Directed by David Michôd
Starring Guy Pearce, Robert Pattinson
Review by Jordan
Before you decide to visit the desolated Australian outback, populated by inhospitable outlaws and emitting the general stench of death 10 years after it has been reduced to rubble, here are some things you need to know:
- A gun will cost you $300 American, non-negotiable. Actually, no price is negotiable, so once you’ve tried once there really is no point trying again. Still, if you don’t have the money (or even worse, only have Australian money) don’t fret, there are other means of obtaining one.
- Never directly answer anyone’s questions, and if possible try responding to them with a question of your own. This will make for some riveting conversations and is a preferred way of passing the time when there are no comfortable patches of dirt around to nap on.
- Never steal a man’s Holden Commodore. Since the first Commodore rolled out of the Holden factory in the 1940’s, it has been a favourite pastime of those in the lower socio-economic sphere to steal them for some cheap thrills, but in the dystopian outback this can result in far worse than a petty fine or a brief stint in prison.
Co-written by top Australian export Joel Edgerton and directed by the highly competent man behind Animal Kingdom, The Rover doesn’t take long informing the audience of the above information and takes an even lesser amount of time proving that it will be a disappointment as big as the land its thread-bare story takes place in. OK, so it’s not a terrible film, nor is it really a bad one… in fact as a slow-burner punctuated with bursts of graphic violence and black humour it is quite good, but with such promise attached to it and the capacity to be a significant achievement on a level not seen since The Road Warrior drove into town, being “quite good” simply isn’t enough to warrant a position in the annals of important local films.
The brooding story follows Eric (Pearce), a lonesome drifter whose car is stolen by a gang of outlaws who he sets out on a mission to track down, aided by the badly injured brother of one of these men Rey (Pattinson), with whom he forms an unlikely, and perhaps rather loose bond. Both Pearce and Pattinson excel in their unglamorous roles, with Pattinson in particular doing well to shake his Hollywood image embodying a physically unhinged character in which most of The Rover’s interest is placed. The Rover himself, however, is not a man who is easy to root for: being a cold-hearted, cold-blooded murderer without a conscience who would place the life of a dog above that of a person.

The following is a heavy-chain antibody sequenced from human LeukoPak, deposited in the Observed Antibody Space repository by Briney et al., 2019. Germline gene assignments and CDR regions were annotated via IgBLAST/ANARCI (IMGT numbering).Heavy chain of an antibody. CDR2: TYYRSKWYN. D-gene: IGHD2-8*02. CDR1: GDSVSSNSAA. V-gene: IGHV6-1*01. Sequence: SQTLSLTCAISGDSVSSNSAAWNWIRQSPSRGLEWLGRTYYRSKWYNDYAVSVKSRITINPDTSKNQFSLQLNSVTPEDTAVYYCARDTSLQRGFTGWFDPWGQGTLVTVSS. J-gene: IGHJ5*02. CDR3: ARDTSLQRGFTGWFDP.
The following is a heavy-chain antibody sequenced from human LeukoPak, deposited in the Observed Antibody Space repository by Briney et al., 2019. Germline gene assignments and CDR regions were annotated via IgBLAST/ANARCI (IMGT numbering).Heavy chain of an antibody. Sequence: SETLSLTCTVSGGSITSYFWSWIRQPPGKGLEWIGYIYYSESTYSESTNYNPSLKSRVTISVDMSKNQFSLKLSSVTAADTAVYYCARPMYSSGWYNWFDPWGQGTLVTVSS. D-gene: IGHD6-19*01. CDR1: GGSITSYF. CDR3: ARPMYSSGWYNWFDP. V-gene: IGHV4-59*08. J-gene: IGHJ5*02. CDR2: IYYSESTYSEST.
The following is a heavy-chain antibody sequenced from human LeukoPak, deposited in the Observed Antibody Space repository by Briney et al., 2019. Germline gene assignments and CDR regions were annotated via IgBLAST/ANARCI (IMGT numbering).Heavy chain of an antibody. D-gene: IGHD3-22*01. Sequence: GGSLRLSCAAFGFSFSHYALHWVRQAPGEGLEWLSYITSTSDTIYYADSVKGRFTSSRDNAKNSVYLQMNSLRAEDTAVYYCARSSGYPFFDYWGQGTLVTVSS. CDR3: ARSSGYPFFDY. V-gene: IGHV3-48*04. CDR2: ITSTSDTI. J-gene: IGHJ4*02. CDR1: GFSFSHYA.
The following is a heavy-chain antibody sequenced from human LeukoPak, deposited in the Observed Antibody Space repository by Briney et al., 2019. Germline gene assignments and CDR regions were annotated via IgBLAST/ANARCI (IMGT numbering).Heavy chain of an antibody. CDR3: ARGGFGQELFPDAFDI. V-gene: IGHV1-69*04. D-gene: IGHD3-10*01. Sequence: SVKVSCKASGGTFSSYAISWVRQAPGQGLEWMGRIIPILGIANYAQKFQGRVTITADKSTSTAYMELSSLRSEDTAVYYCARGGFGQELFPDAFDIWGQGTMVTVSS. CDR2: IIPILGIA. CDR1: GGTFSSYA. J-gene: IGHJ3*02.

He is not an anti-hero, and certainly isn’t a hero, but rather exists as an unattached shell in which purpose is needed but never realized. The objective for which he has journeyed is finally revealed at the film’s end, despite appearing to be a macguffin, and is comparable to a punchline-seeking Tropfest entry in terms of impact, being at once impossibly cheesy and obvious – a desperate shame when you consider the writing talent involved. In fact, Joel Edgerton and his brother Nash (who was also involved with acting and stunt work credits) started their careers in the short film industry and despite it’s quality leading performances, one believes a 7 minute running time would suit this depressed tale perfectly.
The cinematography by Natasha Braier is crisp and professional but her skill is limited by the monotony of the environments, the music composed by Antony Partosobnoxious and intrusive but the make-up and special effects are both quietly tremendous (if gore or realistic violence are important to you, you’ll find them here), proving how much of a mixed-bag The Rover is in terms of quality. If only Australian writers would learn that dialogue suited to novels stuffed with rhetorical questions and layered pondering isn’t also suited to a visual narrative, and that creating icons isn’t as simple as giving them a label and a loaded gun, our industry may finally start progressing in a meaningful manner and become deserving of acclaim from afar.
The tale of a broken man who wishes to be dead but is instead doomed to live while seeing death all around him (and that’s about it…), David Michôd’s second feature earns kudos for being daring, but loses credibility through execution and painting obvious messages on the walls. Still, with enough oozing bullet holes and torrid squalor to make other recent post-apocalyptic thrillers blush, I look forward to the reactions of all Pattinson devotees that track it down.